Printing ID cards work well when you have it set up as a simplified, one-touch solution where a blank card goes in, and a beautifully rendered one comes out. That, however, is not the way it always works in the realm of ID card printers. They are technically very similar to regular paper printers, sure, but when picking one out, you must exhaust every possibility even down to the smallest features.
- Dual-sided printing vs. one-sided printing
- Smart card encoding
- Magnetic stripe encoding
- Monthly print requirement
Those are the basic factors which every card printer buyer should check in order to narrow down options. However, there are even more specific questions that needs asking: do you need over-the-edge printing capability or the edge-to-edge printing provision?
This method leaves no observable border surrounding the edges of the card that comes out of the printer. It is seen as an option in reverse-transfer or retransfer printers. These are unlike the direct-to-card variety, in that the print head does not touch the surface of the card; instead, it prints the image on top of a thin film, when is then attaches to the card surface. This film fuses into place, and there is no border visible after that.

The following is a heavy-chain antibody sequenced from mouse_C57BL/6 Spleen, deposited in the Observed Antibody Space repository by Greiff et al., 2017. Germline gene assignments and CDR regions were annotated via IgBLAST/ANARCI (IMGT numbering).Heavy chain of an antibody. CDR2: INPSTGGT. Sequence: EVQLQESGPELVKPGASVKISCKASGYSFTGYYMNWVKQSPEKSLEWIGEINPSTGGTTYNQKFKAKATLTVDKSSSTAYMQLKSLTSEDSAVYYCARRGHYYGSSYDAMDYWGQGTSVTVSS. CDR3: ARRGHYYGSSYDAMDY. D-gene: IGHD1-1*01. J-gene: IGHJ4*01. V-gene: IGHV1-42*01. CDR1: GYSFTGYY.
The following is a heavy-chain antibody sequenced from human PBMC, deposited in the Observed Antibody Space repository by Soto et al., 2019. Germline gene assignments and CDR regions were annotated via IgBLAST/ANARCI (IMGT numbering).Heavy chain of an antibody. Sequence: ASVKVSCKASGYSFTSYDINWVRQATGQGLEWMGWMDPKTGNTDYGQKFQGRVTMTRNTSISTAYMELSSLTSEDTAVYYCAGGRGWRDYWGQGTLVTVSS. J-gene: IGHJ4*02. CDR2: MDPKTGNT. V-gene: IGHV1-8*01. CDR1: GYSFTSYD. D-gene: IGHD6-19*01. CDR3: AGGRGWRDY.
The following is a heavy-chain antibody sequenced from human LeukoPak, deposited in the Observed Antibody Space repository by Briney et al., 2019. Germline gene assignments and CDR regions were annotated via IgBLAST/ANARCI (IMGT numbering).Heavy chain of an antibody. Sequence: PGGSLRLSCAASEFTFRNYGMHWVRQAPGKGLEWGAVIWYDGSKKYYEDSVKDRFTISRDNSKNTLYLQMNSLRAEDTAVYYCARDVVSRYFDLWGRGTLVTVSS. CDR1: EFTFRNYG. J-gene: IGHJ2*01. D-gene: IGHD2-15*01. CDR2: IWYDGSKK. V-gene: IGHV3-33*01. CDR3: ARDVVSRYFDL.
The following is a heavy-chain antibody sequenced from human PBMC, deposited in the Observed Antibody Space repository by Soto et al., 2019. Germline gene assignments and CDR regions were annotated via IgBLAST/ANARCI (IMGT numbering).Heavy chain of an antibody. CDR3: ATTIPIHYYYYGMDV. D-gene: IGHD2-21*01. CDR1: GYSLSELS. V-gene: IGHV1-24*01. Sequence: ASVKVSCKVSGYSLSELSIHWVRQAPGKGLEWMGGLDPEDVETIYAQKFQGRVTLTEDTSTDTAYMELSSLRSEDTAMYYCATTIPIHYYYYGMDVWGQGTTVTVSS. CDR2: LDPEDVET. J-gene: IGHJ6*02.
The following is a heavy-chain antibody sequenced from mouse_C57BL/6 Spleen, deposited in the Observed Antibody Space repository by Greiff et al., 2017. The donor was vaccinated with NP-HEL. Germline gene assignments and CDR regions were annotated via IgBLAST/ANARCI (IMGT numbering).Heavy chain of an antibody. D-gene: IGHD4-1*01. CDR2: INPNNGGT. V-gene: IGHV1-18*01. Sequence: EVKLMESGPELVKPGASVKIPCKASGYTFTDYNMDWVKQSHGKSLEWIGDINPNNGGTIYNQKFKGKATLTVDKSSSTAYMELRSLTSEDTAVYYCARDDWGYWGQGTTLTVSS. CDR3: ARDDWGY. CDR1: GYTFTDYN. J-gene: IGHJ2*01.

This type of printing is less affordable because of the need to buy and replenish the supply of transfer films. One film is required for each side of a card that needs printing done on it. That said, Over-the-edge printing does minimize damage by making sure the print head does not touch the plastic of the card. Edge-to-edge printing also makes white-bordered cards look less professional overall.
This print style makes a slender border around the card's surface, which is actually an area where printing has not been done. Most card stocks are white these days, which means this border is by extension the same color oftentimes. Similarly, a black card would be left with a black border after passing through an edge-to-edge printer. The Evolis Badgy100 is one machine that prints in this way.
Edge-to-edge trails behind in terms of print quality, and where it saves money, it also raises an issue of heat potentially being transferred from the print head to the uncovered card surface. For someone who is very concerned with how good and classy their ID cards look, edge-to-edge may not be the best option to go with.